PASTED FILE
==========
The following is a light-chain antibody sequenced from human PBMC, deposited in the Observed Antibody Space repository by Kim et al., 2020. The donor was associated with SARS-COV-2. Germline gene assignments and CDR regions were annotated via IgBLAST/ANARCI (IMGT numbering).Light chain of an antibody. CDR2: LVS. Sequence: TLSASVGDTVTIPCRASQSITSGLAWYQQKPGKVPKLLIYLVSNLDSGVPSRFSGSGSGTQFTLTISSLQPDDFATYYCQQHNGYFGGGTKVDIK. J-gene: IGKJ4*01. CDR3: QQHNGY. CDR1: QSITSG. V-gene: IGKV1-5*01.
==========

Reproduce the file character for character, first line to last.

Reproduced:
The following is a light-chain antibody sequenced from human PBMC, deposited in the Observed Antibody Space repository by Kim et al., 2020. The donor was associated with SARS-COV-2. Germline gene assignments and CDR regions were annotated via IgBLAST/ANARCI (IMGT numbering).Light chain of an antibody. CDR2: LVS. Sequence: TLSASVGDTVTIPCRASQSITSGLAWYQQKPGKVPKLLIYLVSNLDSGVPSRFSGSGSGTQFTLTISSLQPDDFATYYCQQHNGYFGGGTKVDIK. J-gene: IGKJ4*01. CDR3: QQHNGY. CDR1: QSITSG. V-gene: IGKV1-5*01.